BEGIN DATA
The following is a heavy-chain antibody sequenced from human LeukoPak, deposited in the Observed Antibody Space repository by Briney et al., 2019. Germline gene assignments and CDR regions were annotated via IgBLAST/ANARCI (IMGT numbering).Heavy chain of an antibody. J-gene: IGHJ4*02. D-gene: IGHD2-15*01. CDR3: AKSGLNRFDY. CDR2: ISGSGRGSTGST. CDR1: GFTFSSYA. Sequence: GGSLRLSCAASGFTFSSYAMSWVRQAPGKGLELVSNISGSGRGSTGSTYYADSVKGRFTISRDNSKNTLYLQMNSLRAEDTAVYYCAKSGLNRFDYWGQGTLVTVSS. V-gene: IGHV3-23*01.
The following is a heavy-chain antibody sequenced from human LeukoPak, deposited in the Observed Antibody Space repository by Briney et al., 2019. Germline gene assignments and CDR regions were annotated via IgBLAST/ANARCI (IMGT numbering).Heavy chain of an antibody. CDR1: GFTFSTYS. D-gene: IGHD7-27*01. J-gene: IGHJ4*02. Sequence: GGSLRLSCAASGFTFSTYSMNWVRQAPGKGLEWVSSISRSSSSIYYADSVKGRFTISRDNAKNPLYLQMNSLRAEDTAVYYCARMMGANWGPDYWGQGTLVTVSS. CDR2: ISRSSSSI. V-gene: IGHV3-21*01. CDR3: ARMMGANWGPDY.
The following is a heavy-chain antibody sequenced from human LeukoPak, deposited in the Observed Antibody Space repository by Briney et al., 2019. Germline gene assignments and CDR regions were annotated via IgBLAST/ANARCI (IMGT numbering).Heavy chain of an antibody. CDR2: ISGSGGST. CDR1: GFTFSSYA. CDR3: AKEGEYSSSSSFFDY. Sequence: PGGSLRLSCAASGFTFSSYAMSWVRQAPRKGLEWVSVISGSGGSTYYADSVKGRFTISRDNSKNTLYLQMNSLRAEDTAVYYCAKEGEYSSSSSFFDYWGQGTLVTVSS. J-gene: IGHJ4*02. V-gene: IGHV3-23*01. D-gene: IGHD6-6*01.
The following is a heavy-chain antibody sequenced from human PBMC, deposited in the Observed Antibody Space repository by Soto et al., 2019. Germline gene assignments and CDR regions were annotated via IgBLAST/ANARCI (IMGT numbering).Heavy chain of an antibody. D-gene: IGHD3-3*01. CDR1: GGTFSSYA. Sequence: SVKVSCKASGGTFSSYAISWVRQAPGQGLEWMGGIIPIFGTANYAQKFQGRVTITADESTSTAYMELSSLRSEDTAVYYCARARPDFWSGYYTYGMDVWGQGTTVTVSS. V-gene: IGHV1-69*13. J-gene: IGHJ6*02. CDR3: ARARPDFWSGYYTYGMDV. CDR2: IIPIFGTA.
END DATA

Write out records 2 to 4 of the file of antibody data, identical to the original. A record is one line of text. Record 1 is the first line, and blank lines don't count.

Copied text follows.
The following is a heavy-chain antibody sequenced from human LeukoPak, deposited in the Observed Antibody Space repository by Briney et al., 2019. Germline gene assignments and CDR regions were annotated via IgBLAST/ANARCI (IMGT numbering).Heavy chain of an antibody. CDR1: GFTFSTYS. D-gene: IGHD7-27*01. J-gene: IGHJ4*02. Sequence: GGSLRLSCAASGFTFSTYSMNWVRQAPGKGLEWVSSISRSSSSIYYADSVKGRFTISRDNAKNPLYLQMNSLRAEDTAVYYCARMMGANWGPDYWGQGTLVTVSS. CDR2: ISRSSSSI. V-gene: IGHV3-21*01. CDR3: ARMMGANWGPDY.
The following is a heavy-chain antibody sequenced from human LeukoPak, deposited in the Observed Antibody Space repository by Briney et al., 2019. Germline gene assignments and CDR regions were annotated via IgBLAST/ANARCI (IMGT numbering).Heavy chain of an antibody. CDR2: ISGSGGST. CDR1: GFTFSSYA. CDR3: AKEGEYSSSSSFFDY. Sequence: PGGSLRLSCAASGFTFSSYAMSWVRQAPRKGLEWVSVISGSGGSTYYADSVKGRFTISRDNSKNTLYLQMNSLRAEDTAVYYCAKEGEYSSSSSFFDYWGQGTLVTVSS. J-gene: IGHJ4*02. V-gene: IGHV3-23*01. D-gene: IGHD6-6*01.
The following is a heavy-chain antibody sequenced from human PBMC, deposited in the Observed Antibody Space repository by Soto et al., 2019. Germline gene assignments and CDR regions were annotated via IgBLAST/ANARCI (IMGT numbering).Heavy chain of an antibody. D-gene: IGHD3-3*01. CDR1: GGTFSSYA. Sequence: SVKVSCKASGGTFSSYAISWVRQAPGQGLEWMGGIIPIFGTANYAQKFQGRVTITADESTSTAYMELSSLRSEDTAVYYCARARPDFWSGYYTYGMDVWGQGTTVTVSS. V-gene: IGHV1-69*13. J-gene: IGHJ6*02. CDR3: ARARPDFWSGYYTYGMDV. CDR2: IIPIFGTA.